Pietism and the Making of Eighteenth-Century Prussia

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Cambridge University Press, Oct 21, 1993 - History - 305 pages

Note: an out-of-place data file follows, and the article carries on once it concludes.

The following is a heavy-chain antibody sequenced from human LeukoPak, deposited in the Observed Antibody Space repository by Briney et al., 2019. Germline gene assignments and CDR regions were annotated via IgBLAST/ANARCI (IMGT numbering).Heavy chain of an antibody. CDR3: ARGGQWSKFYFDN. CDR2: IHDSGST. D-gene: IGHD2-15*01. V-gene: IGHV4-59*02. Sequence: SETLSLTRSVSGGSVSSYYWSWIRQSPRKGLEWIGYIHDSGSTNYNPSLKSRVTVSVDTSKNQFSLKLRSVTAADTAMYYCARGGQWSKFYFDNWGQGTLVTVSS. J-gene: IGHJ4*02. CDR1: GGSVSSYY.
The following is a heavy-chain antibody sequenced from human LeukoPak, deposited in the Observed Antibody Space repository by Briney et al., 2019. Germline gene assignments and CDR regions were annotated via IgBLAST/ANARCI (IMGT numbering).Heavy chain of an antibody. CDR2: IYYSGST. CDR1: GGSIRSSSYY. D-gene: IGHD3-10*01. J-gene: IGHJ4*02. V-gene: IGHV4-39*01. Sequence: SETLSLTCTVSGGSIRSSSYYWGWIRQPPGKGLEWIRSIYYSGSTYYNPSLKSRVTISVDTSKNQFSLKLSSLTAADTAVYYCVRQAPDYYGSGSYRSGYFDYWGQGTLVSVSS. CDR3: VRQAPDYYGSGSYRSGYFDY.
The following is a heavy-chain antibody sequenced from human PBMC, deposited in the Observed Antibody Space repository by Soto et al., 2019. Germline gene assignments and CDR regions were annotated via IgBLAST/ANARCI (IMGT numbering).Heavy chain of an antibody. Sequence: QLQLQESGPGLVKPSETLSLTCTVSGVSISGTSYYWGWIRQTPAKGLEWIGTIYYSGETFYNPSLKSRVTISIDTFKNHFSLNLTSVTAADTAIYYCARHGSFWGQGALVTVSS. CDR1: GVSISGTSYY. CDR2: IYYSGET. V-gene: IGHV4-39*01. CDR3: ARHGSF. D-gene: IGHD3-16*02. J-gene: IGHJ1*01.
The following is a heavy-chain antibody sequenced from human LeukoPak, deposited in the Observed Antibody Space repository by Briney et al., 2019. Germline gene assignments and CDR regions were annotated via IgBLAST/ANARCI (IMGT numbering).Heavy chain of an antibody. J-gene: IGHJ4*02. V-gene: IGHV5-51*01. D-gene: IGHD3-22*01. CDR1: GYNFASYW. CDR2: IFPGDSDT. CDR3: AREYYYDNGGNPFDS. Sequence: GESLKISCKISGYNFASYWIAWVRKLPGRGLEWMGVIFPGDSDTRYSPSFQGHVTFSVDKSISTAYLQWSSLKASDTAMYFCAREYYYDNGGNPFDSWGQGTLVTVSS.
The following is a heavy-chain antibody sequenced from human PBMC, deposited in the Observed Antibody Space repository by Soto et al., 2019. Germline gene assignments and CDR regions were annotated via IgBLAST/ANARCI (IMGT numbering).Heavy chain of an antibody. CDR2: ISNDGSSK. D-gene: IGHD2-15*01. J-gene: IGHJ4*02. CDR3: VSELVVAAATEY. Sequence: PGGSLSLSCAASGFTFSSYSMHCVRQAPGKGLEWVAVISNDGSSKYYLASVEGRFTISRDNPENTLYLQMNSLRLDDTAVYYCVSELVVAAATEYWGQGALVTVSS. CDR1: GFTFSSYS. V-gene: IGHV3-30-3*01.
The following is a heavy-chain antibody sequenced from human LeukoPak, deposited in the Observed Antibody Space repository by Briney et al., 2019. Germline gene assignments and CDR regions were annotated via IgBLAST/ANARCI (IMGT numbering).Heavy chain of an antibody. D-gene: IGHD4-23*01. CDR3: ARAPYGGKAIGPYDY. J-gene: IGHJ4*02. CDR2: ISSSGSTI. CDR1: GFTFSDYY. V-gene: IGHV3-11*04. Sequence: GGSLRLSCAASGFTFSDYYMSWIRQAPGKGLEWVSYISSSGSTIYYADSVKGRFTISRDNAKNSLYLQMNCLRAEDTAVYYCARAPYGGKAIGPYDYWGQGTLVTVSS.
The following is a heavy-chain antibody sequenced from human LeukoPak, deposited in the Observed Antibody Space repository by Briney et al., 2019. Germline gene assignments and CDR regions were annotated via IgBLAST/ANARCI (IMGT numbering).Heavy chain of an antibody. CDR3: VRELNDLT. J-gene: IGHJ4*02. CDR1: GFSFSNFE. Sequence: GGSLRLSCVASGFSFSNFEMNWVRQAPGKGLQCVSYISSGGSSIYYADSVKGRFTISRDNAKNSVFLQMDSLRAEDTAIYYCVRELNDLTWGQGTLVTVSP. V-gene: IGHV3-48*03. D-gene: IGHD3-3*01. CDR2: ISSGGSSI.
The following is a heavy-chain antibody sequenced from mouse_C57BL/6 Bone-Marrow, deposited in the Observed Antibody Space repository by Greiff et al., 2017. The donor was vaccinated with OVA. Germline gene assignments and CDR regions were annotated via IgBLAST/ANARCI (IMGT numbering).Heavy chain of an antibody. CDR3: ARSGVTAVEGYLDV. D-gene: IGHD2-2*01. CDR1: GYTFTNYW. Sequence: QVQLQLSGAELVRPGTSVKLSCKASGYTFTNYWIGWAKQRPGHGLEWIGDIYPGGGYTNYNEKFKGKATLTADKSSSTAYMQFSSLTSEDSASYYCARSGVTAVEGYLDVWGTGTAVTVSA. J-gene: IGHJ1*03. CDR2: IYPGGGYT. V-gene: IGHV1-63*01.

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How did as small and backward a state as Prussia transform itself to compete successfully in war against states with far greater human and financial resources? Richard Gawthrop finds the answer to this perennial question in the creation of a unique political culture, in which service to the Prussian state took precedence over all other relationships and commitments. The campaign to inculcate the new ideology of disciplined energetic obedience to the state authority derived its moral vision and institutional forms from Lutheran Pietism, a German version of ascetic Protestantism strongly influenced by English Puritanism. This work describes systematically how the collaboration between Pietism and the Prussian state not only led to an increase in the latter's power but also laid the cultural basis for the subsequent political modernization of Germany.

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